Green shoots for Women in Tech

A plethora of studies demonstrate the impressive returns reaped from a gender diverse workforce, leadership team and inclusive culture. Figures show a 0.7% increase in turnover for companies with female board directors, growing rapidly as more women take on leadership roles, with research from the US revealing Fortune 500 companies with greater gender diversity (at least three women in leadership roles) see a 66% increase in ROI.  Companies with gender diversity also cite improved communications, innovation and boosted morale as a benefit felt across the entire workforce (Nominet). Furthermore, it is estimated the economy would benefit from an injection of £2.6 billion per year if the sector were to reach gender parity. The figures speak for themselves – gender diversity is great for people, team effectiveness, morale, business and, of course, the economy.

Yet, whilst stats for women in UK tech remain stubbornly stagnant, a deeper dive into tech interventions and industry-wide efforts coupled with a review of US tech and FTSE 100 trends, suggest a sea-change is well on its way, and that the landscape for WIT has turned a crucial corner. Let’s take a look at the progress made to date:

Consistent growth in advocacy

Business awards such as Computer Weekly’s 50 Most Influential Women in UK Tech, now in its 10th year and with a spectacular longlist of 500+, that Reshma Saujani Ted Talk addressing societal expectations, heavy hitting sector research such as the FTSE Women Leaders Review, early inclusion campaigns by the likes of STEM Women, and continued awareness and educational campaigning by not-for-profits and progressive tech firms, all offer role models, inspiration and ample networking opportunities encouraging more and more women to enter the sector.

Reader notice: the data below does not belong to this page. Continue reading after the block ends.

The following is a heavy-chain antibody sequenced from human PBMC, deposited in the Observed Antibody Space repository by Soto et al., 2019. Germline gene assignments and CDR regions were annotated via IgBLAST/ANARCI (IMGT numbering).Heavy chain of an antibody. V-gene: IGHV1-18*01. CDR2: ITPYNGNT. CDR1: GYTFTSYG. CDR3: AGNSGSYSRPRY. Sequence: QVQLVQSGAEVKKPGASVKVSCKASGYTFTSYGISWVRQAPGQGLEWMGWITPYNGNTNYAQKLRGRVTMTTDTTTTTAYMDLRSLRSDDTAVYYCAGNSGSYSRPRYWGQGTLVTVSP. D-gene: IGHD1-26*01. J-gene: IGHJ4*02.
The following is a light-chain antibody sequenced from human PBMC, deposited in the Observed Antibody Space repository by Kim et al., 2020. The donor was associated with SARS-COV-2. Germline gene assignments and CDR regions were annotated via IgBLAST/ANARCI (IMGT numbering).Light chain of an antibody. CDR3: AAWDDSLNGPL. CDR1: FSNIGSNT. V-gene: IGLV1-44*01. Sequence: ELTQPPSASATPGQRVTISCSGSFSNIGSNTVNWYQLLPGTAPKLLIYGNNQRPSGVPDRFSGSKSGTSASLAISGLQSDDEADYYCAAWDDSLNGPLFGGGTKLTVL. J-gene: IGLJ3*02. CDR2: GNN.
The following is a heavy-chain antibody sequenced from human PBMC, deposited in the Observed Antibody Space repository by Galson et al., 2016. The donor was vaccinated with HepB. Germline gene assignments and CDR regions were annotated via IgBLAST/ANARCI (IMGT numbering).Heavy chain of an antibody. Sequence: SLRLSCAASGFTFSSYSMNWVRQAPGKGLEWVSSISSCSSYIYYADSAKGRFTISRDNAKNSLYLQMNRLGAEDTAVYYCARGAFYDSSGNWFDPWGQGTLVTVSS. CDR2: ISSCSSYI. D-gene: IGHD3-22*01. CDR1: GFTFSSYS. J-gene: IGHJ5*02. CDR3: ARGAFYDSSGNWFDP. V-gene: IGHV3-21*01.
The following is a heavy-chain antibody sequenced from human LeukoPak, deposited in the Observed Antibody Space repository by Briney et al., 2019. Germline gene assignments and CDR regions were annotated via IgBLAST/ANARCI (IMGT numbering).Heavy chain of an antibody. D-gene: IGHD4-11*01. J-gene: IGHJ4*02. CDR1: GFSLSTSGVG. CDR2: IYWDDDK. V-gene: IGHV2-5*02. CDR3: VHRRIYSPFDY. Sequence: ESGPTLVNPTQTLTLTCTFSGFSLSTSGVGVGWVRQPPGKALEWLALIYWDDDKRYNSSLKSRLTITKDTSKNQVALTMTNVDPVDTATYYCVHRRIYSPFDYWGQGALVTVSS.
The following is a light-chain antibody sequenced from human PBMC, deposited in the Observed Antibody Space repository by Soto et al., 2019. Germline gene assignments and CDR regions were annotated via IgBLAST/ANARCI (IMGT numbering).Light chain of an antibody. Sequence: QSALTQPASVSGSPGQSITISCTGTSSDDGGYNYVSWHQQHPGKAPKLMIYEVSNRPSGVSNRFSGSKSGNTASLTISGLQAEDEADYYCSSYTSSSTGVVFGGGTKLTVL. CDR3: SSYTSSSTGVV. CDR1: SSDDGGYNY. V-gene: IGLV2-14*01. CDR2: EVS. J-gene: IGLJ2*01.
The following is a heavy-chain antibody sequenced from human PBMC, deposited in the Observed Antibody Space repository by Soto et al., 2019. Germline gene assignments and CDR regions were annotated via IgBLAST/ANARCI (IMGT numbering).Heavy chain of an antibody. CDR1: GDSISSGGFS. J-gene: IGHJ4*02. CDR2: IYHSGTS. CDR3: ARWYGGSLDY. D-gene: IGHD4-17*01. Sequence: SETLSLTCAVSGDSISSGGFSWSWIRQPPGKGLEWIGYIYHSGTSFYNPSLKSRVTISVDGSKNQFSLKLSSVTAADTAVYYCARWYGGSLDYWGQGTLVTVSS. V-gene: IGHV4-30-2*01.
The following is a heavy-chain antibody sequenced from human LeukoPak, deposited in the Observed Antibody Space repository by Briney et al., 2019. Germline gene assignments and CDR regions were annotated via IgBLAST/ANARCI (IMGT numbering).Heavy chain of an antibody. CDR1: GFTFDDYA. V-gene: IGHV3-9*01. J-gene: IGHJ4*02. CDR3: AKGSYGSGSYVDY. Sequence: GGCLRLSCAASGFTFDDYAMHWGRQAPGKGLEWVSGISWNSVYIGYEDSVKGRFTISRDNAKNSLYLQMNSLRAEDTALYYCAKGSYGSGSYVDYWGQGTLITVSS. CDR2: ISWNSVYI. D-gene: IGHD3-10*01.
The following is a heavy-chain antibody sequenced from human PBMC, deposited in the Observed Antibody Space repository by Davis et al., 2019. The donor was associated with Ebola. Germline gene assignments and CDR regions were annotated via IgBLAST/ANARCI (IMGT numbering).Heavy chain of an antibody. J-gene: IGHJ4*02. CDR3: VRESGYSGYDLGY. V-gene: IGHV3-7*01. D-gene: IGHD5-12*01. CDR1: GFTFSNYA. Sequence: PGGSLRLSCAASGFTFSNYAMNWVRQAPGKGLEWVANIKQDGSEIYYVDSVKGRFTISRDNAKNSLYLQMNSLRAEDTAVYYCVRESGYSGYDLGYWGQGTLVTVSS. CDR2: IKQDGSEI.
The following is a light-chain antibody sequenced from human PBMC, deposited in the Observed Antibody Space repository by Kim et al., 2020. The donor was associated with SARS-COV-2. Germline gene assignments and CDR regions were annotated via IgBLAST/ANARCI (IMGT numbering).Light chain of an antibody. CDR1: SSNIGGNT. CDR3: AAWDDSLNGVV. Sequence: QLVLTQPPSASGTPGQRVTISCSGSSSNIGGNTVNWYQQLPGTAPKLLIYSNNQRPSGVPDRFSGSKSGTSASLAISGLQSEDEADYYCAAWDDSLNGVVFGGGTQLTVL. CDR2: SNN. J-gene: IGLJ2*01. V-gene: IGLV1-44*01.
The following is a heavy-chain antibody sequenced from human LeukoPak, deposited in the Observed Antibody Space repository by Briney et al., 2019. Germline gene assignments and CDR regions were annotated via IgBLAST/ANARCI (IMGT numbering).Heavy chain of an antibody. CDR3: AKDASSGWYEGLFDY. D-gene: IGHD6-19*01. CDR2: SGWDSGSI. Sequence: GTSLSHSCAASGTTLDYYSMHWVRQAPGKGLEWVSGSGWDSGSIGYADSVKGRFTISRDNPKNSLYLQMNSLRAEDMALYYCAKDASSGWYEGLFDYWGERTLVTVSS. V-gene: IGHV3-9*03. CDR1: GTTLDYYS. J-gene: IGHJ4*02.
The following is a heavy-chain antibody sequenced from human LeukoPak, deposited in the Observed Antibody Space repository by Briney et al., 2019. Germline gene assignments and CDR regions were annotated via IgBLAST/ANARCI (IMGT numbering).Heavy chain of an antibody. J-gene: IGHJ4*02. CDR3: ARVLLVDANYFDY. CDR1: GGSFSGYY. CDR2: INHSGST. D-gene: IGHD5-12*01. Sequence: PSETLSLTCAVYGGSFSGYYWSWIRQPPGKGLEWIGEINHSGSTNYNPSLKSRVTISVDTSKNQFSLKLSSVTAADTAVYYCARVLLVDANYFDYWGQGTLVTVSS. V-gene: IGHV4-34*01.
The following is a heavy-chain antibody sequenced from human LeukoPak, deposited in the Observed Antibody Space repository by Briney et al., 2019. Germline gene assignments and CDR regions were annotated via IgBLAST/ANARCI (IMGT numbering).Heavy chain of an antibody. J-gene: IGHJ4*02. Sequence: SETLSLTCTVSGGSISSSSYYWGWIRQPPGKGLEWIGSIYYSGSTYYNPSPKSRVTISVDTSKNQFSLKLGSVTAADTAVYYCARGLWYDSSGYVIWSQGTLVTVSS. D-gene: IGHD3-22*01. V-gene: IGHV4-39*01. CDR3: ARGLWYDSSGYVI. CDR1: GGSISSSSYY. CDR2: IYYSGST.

Peter Hajittofi, CEO of, talks about the impact that advocacy and awareness raising has had on the industry and the steps his firm have taken to ensure gender neutral recruitment processes:

“It is true that at present fewer women go into tech careers than men, but thankfully that is beginning to change. We would like to increase the number of women in our technology teams further and we strive for a balanced workforce. When recruiting we ensure that the process is inclusive so that there is no bias and to ensure that we are an attractive employer to all. As the company grows, we would like more women involved in the recruitment process.”

Cultural shift

Progressive tech firms are turning the way recruitment and business is done, on its head. More and more companies are incorporating Diversity & Inclusion into their core values and shoring this up with company-wide training alongside incorporating gender parity to recruitment procedures and company policy and practice. At Corecom, for example, inclusion has been central to our vision since inception. Supporting our values, we have a formidable WIT team and ambassadors in place who act as guardians for gender diversity, hosting WIT networking events for a number of years as well as working alongside our D&I ambassadors to deliver internal and external training around issues such as unconscious bias, as well as establishing community and educational partnerships to develop and grow confidence in women’s tech skills.